Lessons from the Post.blog meltdown.

Media criticism.
Jan. 23 2006 10:15 PM

Posters vs. the Post

Lessons from the Post.blog meltdown.

Washingtonpost.com temporarily shuttered its Post.blog message board last week  after hundreds of personal attacks and profane, sexist, and generally hateful comments were placed there by readers—and others—to protest the work of Washington Post ombudsman Deborah Howell. (Disclosure: The Washington Post Co. owns washingtonpost.com, the Post, and Slate.)

Howell's sin was erroneously stating that the Post reported that Jack Abramoff "had made substantial campaign contributions to both major parties"and then stepping in it all over again by stating that he "directed" money to both, which Howell critics found equally erroneous–and infuriating.


Various lefty blogs and activist groups appear to have urged readers to criticize the ombudsman, writes the Washington Post's Paul Farhi, including MediaMatters.org, Dailykos.com, FireDogLake.blogspot.com, and Atrios.blogspot.com. The Media Matters site blogged about Howell on Jan. 15, the day her column appeared, again on Jan. 17 when Post media reporter Howard Kurtz wrote about her poorly written column, again on Jan. 18, to criticize Howell for criticizing Media Matters on an internal message board at the Post, and again on Jan. 20 to knock CNN for its reporting on the Howell flap. At each juncture, Media Matters urged its readers to "Take Action" against the Post or CNN for their transgressions by contacting them electronically in a "polite and professional" manner. Media Matters told Farhi they did not approve of "out of hand" postings.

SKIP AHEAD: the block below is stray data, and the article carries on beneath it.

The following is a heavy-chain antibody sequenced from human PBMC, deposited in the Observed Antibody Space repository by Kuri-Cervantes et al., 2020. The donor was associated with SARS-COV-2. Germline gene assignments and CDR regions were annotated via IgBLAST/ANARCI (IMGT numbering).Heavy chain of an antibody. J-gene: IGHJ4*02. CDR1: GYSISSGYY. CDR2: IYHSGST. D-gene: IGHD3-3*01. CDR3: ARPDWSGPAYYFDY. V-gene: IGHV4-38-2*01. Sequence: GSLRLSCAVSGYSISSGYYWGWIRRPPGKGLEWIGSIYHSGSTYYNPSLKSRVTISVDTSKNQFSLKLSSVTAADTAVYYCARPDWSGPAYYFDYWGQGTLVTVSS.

The mass mau-mauing of Howell may seem like something that could only happen on the Web, but conventional instigators have been known to boost displeasure for media outlets into the stratosphere. Back in 1986, a local radio broadcaster organized a protest against the Washington Post because she thought the debut issue of its relaunched Sunday magazine treated African Americans unfairly. She directed her irate listeners to trek to the Post's offices once a week to dump stacks of the magazine on its doorstep in protest.